So, Doug, my question for you is what is the legacy appropriate for these three players, and I guess MLB itself: If you were voting, would you vote to allow Sosa, Bonds and Clemons into the Baseball Hall of Fame? Thank you.
Lorie P, London
A: I would not vote for them.
And while I understand the argument that there all kinds of reprobates and ne’er do wells in there already, none cheated the way those three did simply to gain a competitive advantage.
Q: Hey Doug. I've following this team since the first time they put the logo on a Cheerios box. First 10 years, very exciting. Last 5 years, not so much. Which leads to me to ask: How has Bryan Colangelo gotten so much rope from management to continue leading this ship? In February, it will be 7 years that he has been the GM of this team, and despite dozens of moves, one first round exit is all that was accomplished. It seems to me that he and his scouting staff have missed on the vast majority of their draft picks, free agent pick ups, and trades. Perhaps the most damning fact is that the best players of the Colangelo era (Bosh and Calderon) were acquired by the previous regime. The latest contracts (Amir, Fields, DeRozen, Keiza, Bagnani) are all looking immovable right now. Even if a GM change was made, it could take the new guy 5 years to turn this around.
Can you please enlighten me as to what management sees in BC and why they continue to allow him to make these moves? Can you think of any other GMs in the league that have had such long tenures while accomplishing so little?
Mark F, Toronto
A: Actually, two playoff appearances, a division championship and a team that tied the franchise record for wins in a season. But why quibble.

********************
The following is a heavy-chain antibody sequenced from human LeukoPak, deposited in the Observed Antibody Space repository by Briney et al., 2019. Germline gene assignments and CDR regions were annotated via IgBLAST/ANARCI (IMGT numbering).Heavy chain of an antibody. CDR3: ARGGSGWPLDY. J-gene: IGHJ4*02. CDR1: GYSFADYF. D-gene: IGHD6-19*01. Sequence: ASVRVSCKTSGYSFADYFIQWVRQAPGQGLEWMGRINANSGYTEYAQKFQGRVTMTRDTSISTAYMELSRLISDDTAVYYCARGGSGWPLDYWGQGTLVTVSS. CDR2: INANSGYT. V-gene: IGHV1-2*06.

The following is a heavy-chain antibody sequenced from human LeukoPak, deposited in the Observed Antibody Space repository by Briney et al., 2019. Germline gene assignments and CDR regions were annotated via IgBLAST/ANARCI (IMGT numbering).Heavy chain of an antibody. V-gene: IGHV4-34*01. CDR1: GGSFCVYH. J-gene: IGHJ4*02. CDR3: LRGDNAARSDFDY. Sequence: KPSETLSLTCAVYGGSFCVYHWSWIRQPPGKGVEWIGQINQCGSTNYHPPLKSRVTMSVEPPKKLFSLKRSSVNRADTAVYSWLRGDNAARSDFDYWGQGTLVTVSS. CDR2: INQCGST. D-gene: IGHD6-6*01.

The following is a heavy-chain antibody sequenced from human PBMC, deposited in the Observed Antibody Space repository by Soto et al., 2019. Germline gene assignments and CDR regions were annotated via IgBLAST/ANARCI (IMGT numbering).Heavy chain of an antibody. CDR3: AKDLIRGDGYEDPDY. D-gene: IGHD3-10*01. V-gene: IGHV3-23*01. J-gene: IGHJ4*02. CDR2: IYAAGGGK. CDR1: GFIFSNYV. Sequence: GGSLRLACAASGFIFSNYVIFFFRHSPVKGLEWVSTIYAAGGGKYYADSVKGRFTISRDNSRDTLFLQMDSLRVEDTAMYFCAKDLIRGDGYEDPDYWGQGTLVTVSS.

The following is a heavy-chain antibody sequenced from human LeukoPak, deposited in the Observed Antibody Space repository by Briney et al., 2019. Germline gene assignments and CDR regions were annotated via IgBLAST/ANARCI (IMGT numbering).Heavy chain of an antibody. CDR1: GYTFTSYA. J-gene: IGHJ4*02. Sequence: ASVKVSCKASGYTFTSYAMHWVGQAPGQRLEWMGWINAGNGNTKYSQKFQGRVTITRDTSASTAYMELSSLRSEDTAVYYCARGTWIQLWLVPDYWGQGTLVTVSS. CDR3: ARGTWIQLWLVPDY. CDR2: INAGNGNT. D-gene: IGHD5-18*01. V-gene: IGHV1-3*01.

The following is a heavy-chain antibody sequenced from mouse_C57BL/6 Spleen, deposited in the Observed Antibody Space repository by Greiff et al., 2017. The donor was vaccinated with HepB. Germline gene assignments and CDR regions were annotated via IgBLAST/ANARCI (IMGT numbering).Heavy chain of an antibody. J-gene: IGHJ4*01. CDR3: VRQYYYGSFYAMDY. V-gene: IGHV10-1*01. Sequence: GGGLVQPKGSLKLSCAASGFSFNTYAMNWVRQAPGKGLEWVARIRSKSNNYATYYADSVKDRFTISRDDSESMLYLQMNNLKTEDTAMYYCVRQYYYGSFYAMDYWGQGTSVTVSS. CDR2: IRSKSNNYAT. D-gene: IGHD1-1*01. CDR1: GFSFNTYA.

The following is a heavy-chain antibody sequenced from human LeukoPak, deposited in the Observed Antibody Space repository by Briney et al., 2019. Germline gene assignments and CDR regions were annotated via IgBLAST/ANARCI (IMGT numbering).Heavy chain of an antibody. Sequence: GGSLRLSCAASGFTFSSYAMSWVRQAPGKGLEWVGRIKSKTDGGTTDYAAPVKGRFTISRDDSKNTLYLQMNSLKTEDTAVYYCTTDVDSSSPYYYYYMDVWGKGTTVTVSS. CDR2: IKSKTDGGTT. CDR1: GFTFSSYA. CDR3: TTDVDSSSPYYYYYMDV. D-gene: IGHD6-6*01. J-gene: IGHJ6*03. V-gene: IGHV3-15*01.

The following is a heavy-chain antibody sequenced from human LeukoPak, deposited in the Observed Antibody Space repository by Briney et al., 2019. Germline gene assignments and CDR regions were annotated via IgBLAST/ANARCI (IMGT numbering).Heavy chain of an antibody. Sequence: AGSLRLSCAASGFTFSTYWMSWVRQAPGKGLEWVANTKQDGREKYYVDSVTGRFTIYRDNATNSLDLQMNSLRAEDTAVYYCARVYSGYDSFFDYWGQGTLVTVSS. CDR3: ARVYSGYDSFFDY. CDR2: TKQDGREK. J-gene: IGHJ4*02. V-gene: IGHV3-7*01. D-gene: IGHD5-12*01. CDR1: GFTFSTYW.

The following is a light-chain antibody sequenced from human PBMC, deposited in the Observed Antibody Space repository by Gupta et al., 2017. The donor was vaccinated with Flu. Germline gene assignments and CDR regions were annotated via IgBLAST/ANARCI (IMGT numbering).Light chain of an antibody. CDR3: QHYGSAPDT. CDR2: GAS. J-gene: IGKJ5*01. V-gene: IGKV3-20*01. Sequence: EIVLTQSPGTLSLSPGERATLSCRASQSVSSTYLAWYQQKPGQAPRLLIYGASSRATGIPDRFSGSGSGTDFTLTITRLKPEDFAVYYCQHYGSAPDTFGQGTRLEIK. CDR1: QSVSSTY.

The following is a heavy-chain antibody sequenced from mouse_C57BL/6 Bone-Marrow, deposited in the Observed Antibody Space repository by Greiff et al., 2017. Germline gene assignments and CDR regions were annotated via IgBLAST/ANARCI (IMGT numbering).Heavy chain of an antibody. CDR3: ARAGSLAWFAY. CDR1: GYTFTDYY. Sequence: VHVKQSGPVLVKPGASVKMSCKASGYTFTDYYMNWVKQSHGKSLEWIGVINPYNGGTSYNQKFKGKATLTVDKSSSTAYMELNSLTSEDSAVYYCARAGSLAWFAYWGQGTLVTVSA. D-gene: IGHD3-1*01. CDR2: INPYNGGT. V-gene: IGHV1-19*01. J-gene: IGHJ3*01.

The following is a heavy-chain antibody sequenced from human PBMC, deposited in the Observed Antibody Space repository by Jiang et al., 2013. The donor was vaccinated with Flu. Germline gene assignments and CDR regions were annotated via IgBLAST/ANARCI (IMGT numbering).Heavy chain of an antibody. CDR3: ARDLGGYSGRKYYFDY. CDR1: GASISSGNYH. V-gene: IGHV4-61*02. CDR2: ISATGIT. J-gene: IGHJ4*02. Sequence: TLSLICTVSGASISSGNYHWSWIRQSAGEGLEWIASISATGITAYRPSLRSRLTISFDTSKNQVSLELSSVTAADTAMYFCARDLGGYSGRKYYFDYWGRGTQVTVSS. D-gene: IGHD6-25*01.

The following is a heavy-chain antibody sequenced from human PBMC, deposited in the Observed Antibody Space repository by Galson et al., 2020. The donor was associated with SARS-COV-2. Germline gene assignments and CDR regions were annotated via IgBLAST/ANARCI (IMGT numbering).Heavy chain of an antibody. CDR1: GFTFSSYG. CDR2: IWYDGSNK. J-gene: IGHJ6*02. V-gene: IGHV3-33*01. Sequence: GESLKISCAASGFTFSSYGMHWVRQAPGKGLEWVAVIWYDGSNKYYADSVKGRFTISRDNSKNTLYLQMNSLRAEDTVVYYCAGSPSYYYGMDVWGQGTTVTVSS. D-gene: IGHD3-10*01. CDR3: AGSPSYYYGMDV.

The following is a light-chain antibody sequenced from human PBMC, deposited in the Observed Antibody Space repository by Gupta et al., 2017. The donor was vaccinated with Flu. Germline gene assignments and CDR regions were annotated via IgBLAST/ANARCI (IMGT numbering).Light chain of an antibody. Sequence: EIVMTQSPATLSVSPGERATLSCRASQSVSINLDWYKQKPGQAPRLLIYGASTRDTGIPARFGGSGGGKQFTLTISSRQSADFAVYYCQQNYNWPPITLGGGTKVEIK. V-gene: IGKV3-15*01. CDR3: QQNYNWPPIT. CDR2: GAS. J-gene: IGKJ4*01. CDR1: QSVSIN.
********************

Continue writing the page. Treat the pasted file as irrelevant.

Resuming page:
Anyway, the first two years were successful and then he tried for almost two seasons to find a way to make things easier for the “franchise” player in Chris Bosh. No, they didn’t work but you cannot blame him for trying and then correcting his mistakes. Or trying to.
Now, you can perhaps blame him for not reading the Bosh tea leaves well but I have written – and you should know – that he did shop him in his final season, tried to get a No. 1 pick out of the Los Angeles Clippers and was willing to take back the bloated contract of Baron Davis to do it. He was rebuffed, but he tried.
Since that time, he has done exactly what he said he would do, even if that’s conveniently lost in the rabble at the moment:
Take his time building something that didn’t rely on one star player. This is the third year – his last under contract, as you well know, too – and the question is how far along in the process are they?
Did he draft well? Given the circumstances of the roster each year, go back and tell me who you would have taken instead of DeRozan, Davis and Valanciunas. It’s too early to talk about the 2012 draft but I think you might agree Ross looks good.
Were his free agent signings significant: Turkoglu was the very best player on the market, many thought, and he got him. Nash was beloved and coveted and if you read stuff that’s been written, if it were not for late Laker interest, he’d be here.